“Thou talk’st of nothing” is a good one-off sally for Romeo, not least because it gives me my first opportunity on this blog to mention that “nothing” was a euphemism for the genitals (usually the female in Shakespeare, but also the male, and here probably both. Remember this when we get to Much Ado About Nothing); but nothing can stop the associative express train that is Mercutio’s mind at this point:

MERCUTIO
True, I talk of dreams,
Which are the children of an idle brain,
Begot of nothing but vain fantasy,
Which is as thin of substance as the air
And more inconstant than the wind, who woos
Even now the frozen bosom of the north
And, being anger’d, puffs away from thence
Turning his side to the dew-dropping south.

To give you a taste of how it works in performance, here it is in Zefferelli’s version. This is one of the better sequences in that movie, though obscuring Mercutio’s face with a flaming torch, undoubtedly meant to be symbolic, is an irritating distraction:

The Queen Mab speech is such an extraordinary passage that one’s first reaction is: What is it doing here?  It stops the action in its tracks and has no obvious relation to anything else in the story. Dreams have been mentioned only twice so far, by Romeo just now and by Juliet when she says that marriage is “an honor I dream not of.” (Romeo will report a dream much later—“I dreamt my lady came and found me dead”—but this isn’t the kind of dream Mab brings.) For this reason, at least one scholar thinks it’s an interpolation, and in all frankness you can see why. If, as we now think, Shakespeare was writing A Midsummer Night’s Dream at the same time, you could be forgiven for thinking that he’d gotten a page mixed up. Queen Mab surely fits better in that play, which is lousy with fairies and, as its very title indicates, is all about dreams.

But if it’s not a page from the wrong play, what is it doing here? Shakespeare must have thought it very important to give it so much space at this critical early point in the play. I discount the thought that it’s addressed to Romeo because he is a metaphorical dreamer, living in a fantasy world; he’s going to be shocked out of that world very soon. There’s more to the suggestion that both Romeo and Juliet will be living in a dreamworld that has nothing to do with the brutal reality of Verona, but as we’ll see I don’t think that is quite right. The speech, like so many others in Shakespeare, is shot through with dirty references, starting with the very name “Queen Mab” (“quean” means “prostitute” and “mab” a promiscuous woman), and expresses Mercutio’s misogyny, an important aspect of his character, all the way to the rather nasty bit about “women of good carriage.” “Elf-locks” are tangles, that the tangled hairs are “foul” and “sluttish” tells us which hairs they are, and “once untangled, much misfortune bodes” is a pretty unambiguous indication of Mercutio’s view of getting tangled up in them. And what is “good carriage,” that is, way of bearing oneself, for a woman? On her back, of course, where Mab is “pressing” her with the weight of a man and teaching her to “bear”—that weight, and the children that follow. Jill Levenson, the editor of the Oxford Shakespeare edition of the play (highly recommended, by the way; her commentary is more recent and less inhibited than the still serviceable but aging Arden Second; again, Arden, what were you thinking, bringing out Double Falsehood when a new edition of Romeo and Juliet is a far more urgent priority?) brilliantly suggests that Mercutio reframes the joke the Nurse told a little too often; women of good carriage are the ones who fall backward.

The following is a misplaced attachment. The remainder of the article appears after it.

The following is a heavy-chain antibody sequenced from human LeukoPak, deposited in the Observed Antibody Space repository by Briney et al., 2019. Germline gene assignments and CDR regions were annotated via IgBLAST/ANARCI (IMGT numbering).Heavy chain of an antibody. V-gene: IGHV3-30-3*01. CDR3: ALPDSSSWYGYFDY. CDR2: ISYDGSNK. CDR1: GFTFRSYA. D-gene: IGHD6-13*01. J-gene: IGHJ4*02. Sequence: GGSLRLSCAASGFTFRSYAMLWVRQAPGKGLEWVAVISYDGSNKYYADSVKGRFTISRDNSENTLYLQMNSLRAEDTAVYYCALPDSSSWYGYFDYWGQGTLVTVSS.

All these points are well taken, but I think at bottom Shakespeare wants to show Mercutio as exploding onto the scene and presenting the most vivid contrast possible with Romeo; someone so vital, exciting, energetic, and mentally agile that he casts our emo boy in the shade; someone truly, more than two centuries before Lord Byron, mad, bad, and dangerous to know; and someone who can’t be allowed to exist in Verona, who raises the bar of this city’s language games too high for anybody else to vault, and who, attached to neither house, is a threat to its order.

If you look in the secondary literature you’ll come across a statement usually attributed to the seventeenth-century poet and dramatist John Dryden (via, to steal my very favorite line by Bill Bryson, that “tedious old git” Samuel Johnson), that that Shakespeare said “he was obliged to kill Mercutio in the third act, lest he should have been killed by him.” That statement is plainly foolish, but what’s true is that if Mercutio is allowed to live he’ll kill the play, by drawing all its energy to himself like a black hole.

But I know what you want. You want to see him duke it out with the Nurse. Soon, soon you’ll get your wish.